True, for some definition of "spec". If you've got a formal specification then yes, that's what the unit tests will test (this brings up an interesting possible violation of the DRY principle, however).


How can a developer do unit testing against the inner structure of a module which haven't implemented yet?


Not necessarily against the inner structure, but certainly against the interface and publically-accessible methods.
Test-first design is very useful when you don't have a spec and you're making the stuff up as you go. Show of hands, please: how many of you get handed iron-clad specs from which you write code, and how many of you have to "wing it" to some degree? (e-mail to andy@pragprog.com and I'll post a tally here).
Writing the tests for a class as part of the design activity for that class is hugely valuable. There are no internal structures to test, but you can define the public behavior of the class, determine boundary conditions, responsibilities, things you will support and things you decide not to support, and so on.


Anyone please corrects me here.


Alas, there are no absolutely correct answers... :-) Just varying shades of gray. Or is it grey?
 
author & internet detective
Posts: 41184
848
Eclipse IDE VI Editor Java
  • Mark post as helpful
  • send pies
    Number of slices to send:
    Optional 'thank-you' note:
  • Quote
  • Report post to moderator

Test-first design is very useful when you don't have a spec and you're making the stuff up as you go


Test first design is useful even if you have a detailed spec (rare as that is.) A spec can say things like "balance = total of activity" But test first design says what to do if the method is passed invalid data. This is useful to future developers (and you later.) A spec could never provide this level of programmer detail.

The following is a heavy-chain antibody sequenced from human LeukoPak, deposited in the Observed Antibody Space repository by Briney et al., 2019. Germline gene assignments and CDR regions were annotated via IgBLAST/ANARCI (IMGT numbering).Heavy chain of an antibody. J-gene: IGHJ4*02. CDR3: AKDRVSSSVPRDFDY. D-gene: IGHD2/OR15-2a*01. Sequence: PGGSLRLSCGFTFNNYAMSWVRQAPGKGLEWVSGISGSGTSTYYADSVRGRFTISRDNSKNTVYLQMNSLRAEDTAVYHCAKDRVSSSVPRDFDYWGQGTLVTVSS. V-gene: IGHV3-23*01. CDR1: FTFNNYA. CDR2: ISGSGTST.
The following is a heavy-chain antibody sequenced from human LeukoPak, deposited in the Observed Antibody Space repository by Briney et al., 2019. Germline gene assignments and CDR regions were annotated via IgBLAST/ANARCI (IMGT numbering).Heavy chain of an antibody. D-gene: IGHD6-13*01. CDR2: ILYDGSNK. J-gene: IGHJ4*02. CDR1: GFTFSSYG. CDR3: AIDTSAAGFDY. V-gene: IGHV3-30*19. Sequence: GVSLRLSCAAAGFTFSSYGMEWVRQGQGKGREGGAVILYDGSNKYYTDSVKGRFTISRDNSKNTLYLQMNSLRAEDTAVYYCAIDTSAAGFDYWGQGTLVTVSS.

Doug Wang
Ranch Hand
Posts: 445
  • Mark post as helpful
  • send pies
    Number of slices to send:
    Optional 'thank-you' note:
  • Quote
  • Report post to moderator
Are these A-TRIP principles applied to Function Test or System Test?
Andy and Dave, thanks for being with us here this week.
 
Ranch Hand
Posts: 3178
  • Mark post as helpful
  • send pies
    Number of slices to send:
    Optional 'thank-you' note:
  • Quote
  • Report post to moderator

Originally posted by Doug Wang:
Are these A-TRIP principles applied to Function Test or System Test?
Andy and Dave, thanks for being with us here this week.


Of course, the book is about Unit Testing and A-TRIP mentioned in the book is applied to Unit Testing...
 
Ranch Hand
Posts: 8944
Firefox Browser Spring Java
  • Mark post as helpful
  • send pies
    Number of slices to send:
    Optional 'thank-you' note:
  • Quote
  • Report post to moderator

Originally posted by Ko Ko Naing:

Of course, the book is about Unit Testing and A-TRIP mentioned in the book is applied to Unit Testing...


Are there chapters on System/Intgeration testing.
 
Lasse Koskela
author
Posts: 11962
5
  • Mark post as helpful
  • send pies
    Number of slices to send:
    Optional 'thank-you' note:
  • Quote
  • Report post to moderator

Originally posted by Pradeep Bhat:
Are there chapters on System/Intgeration testing.

No.
 
Consider Paul's rocket mass heater.
reply
    Bookmark Topic Watch Topic
  • New Topic